Academic journal article Afro - Hispanic Review

Malambo

Academic journal article Afro - Hispanic Review

Malambo

Article excerpt

Translated by Emmanuel Harris

Chapter I

The events of this story occur from the tropic of the mangrove and the orchids that are borne in the air, to the cold, transparent blue of the Strait of Magellan. Its concentric sides meet in the Ciudad de los Reyes under the coat of arms of a blue shield with three crowns and a flaming star, planted in the dunes of the coast facing the Southern Sea.

On the wrong bank, close to the herd's stables and the cultivated lands and to the skirt of the hill of San Cristobal spring the shacks of the miserable outskirts of San Lazaro. The waters of the Rimac repeat to the reeds those tales of the wind that strolls through the nearby corn and cotton fields. It is a subtle murmuring that arrives to the fields of lucumas and that rocks between the custard apple trees and the pacayar palms. Though these waters have a tame appearance, they also know how to aggressively overflow. In the high tides of the summer, they enter, dragging mud and the rocky ground of the leper colony and they drain confused, tinged in blood, between the cadavers of the sacrificed animals of the slaughter house of Malambo, the corner where many of the Negroes from Lima live: seat and protection of the taitas Minas, the Mandiga and Angola elders and the cofradias of Congos and Mondongos. In Malambo, the Rimac proudly rubs elbows with the freedmen, the maroons and the smuggled slaves that untrustingly listen to it but upon discovering what it tells, they learn to understand its knack of speech. Because at times, the river pretends to be slack. Lazy, it detains itself conversing in the ditches and the puddles in passing the dusty crevices and the torturous and salty alleys of San Lazaro.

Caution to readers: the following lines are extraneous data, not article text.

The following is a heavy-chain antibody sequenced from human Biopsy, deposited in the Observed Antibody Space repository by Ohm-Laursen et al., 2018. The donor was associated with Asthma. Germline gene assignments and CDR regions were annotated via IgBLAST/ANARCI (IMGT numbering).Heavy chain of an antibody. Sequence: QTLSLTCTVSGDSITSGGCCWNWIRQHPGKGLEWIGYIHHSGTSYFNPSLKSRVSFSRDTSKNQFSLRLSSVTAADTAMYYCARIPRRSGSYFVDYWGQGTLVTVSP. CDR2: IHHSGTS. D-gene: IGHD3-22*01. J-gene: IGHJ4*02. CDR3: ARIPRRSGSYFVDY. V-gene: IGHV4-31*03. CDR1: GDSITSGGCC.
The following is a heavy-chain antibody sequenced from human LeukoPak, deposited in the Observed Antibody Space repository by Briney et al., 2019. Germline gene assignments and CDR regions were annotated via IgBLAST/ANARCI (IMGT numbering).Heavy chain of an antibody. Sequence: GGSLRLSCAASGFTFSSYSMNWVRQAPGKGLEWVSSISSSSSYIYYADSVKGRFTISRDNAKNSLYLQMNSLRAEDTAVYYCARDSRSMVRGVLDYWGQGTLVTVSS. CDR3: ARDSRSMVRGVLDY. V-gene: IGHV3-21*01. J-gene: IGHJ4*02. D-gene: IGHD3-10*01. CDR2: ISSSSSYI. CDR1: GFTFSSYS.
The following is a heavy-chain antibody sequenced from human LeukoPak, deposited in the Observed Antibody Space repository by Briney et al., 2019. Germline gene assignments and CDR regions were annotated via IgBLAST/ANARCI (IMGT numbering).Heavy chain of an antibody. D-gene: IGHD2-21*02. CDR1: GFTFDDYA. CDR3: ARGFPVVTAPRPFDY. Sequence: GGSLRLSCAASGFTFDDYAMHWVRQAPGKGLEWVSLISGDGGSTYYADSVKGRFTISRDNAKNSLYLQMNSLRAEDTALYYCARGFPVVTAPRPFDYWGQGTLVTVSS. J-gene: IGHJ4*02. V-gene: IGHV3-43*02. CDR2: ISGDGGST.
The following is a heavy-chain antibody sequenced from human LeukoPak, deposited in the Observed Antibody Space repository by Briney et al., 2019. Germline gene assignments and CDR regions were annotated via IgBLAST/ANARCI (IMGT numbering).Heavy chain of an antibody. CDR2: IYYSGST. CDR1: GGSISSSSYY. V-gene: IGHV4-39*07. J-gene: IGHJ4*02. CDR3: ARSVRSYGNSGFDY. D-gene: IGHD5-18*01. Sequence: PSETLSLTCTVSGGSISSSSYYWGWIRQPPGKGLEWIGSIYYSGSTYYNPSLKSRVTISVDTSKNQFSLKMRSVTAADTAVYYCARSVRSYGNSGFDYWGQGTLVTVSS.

On the other bank, that of the Palace of the Viceroy and of the big houses with the stone facades and great windows with silk curtains, the river begins to appear slimmer by orderly channels through the clay pipes. It runs united to the other subterranean springs underneath Blanket Street, and Weavers Lane and under Jewish Street, Silversmith's, Marketer's and Swordmaker's Lanes. It leaves behind the licentious tapping of the covered women in Blue Dust Street until encountering the fountain of the Plaza Mayor. He who stops to contemplate its bubbling, cannot evade the customs of the Talking River.

Almost in unison, the bells of the Cathedral began the six o'clock ring in the Church of Santa Ana, in Santo Domingo, San Sebastian and Santa Clara and in the six convents and the six monasteries of the city. Tomason Valleumbroso noted that in the church of San Lazaro time lengthened in silent tolls. They were the last to ring. As if the hours were in no hurry to arrive to the mud and reed houses of Malambo. A neighboring voice prayed the angelus. Tomason cleared his throat. The voice pronounced "Amen" and Tomason "Jeeeezeee". He always had at the tip of his tongue a lethargic "Jesus" to be said drawn out or cut short when he did not have much or anything to add. This time, it could well have been: "Jeeze, it's already getting dark!" or "Jeeze, I'm tired and I'm not working any more!" or simply "Jeeeze, the bell tower is not in time with the others."

Rubbing the steel and flint, he lit a candle of animal fat, and illuminated by the trembling flame, he gave the last penciling to the canvas. He stood back a few steps, scratched his head of nappy and gray hair and contemplated the image. The type of religious painting that the European masters brought, in America distinct variations were invented. Tomason dominated these like no one else. He painted the oils without giving perspective to the figures. With few chiaroscuros, without exceeding in embossing "without a bunch of nit-picking or queerness Jeeeze", as he would say, and he would adorn them in a way that satisfied his vision and made him plenty happy. In the midst of golden strokes, the archangel Gabriel suited with steel armor carried a sword of justice in his right hand. …

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